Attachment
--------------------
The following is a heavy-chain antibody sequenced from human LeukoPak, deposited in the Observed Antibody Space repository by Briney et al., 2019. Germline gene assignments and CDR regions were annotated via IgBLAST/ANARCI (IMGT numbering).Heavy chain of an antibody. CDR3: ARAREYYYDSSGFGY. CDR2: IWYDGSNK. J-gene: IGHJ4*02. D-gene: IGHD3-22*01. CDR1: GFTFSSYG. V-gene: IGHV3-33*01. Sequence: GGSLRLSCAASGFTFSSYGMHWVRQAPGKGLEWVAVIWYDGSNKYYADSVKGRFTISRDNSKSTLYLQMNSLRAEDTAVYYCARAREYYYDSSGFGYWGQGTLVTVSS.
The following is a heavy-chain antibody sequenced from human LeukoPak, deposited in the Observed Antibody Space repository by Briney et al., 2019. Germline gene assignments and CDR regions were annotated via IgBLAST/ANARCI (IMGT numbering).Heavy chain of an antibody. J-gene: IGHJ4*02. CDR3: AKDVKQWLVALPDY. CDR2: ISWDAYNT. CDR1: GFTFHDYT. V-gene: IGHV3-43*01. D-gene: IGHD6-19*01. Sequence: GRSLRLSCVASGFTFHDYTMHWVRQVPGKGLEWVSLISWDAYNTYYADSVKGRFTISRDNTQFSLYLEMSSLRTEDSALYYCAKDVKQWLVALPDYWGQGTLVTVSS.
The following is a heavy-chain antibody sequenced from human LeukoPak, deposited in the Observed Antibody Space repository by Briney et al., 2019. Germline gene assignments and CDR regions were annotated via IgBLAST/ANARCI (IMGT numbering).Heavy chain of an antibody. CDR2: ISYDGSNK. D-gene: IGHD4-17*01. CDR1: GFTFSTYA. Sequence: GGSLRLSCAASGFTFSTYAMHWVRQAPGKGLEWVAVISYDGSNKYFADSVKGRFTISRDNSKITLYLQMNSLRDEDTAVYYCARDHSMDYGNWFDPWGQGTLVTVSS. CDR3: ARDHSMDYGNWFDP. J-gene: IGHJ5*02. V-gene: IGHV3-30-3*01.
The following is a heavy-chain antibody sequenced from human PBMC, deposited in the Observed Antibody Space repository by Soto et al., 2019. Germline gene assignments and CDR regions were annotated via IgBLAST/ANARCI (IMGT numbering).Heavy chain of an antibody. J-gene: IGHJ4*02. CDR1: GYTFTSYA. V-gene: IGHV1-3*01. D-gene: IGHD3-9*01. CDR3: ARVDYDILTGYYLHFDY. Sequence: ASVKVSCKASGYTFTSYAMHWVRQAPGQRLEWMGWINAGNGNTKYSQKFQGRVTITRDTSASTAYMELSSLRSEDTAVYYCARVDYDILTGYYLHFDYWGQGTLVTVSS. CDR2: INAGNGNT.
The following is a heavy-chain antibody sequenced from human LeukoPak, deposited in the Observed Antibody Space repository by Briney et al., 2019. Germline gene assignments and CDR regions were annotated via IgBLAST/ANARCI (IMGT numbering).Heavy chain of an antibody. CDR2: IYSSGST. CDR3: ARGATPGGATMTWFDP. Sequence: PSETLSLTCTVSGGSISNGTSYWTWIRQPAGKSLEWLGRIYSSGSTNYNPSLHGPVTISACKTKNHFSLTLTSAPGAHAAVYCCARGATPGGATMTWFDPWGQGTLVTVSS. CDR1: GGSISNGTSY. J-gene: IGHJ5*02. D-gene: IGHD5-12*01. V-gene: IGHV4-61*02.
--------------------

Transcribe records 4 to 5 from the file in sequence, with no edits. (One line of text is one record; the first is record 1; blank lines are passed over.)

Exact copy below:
The following is a heavy-chain antibody sequenced from human PBMC, deposited in the Observed Antibody Space repository by Soto et al., 2019. Germline gene assignments and CDR regions were annotated via IgBLAST/ANARCI (IMGT numbering).Heavy chain of an antibody. J-gene: IGHJ4*02. CDR1: GYTFTSYA. V-gene: IGHV1-3*01. D-gene: IGHD3-9*01. CDR3: ARVDYDILTGYYLHFDY. Sequence: ASVKVSCKASGYTFTSYAMHWVRQAPGQRLEWMGWINAGNGNTKYSQKFQGRVTITRDTSASTAYMELSSLRSEDTAVYYCARVDYDILTGYYLHFDYWGQGTLVTVSS. CDR2: INAGNGNT.
The following is a heavy-chain antibody sequenced from human LeukoPak, deposited in the Observed Antibody Space repository by Briney et al., 2019. Germline gene assignments and CDR regions were annotated via IgBLAST/ANARCI (IMGT numbering).Heavy chain of an antibody. CDR2: IYSSGST. CDR3: ARGATPGGATMTWFDP. Sequence: PSETLSLTCTVSGGSISNGTSYWTWIRQPAGKSLEWLGRIYSSGSTNYNPSLHGPVTISACKTKNHFSLTLTSAPGAHAAVYCCARGATPGGATMTWFDPWGQGTLVTVSS. CDR1: GGSISNGTSY. J-gene: IGHJ5*02. D-gene: IGHD5-12*01. V-gene: IGHV4-61*02.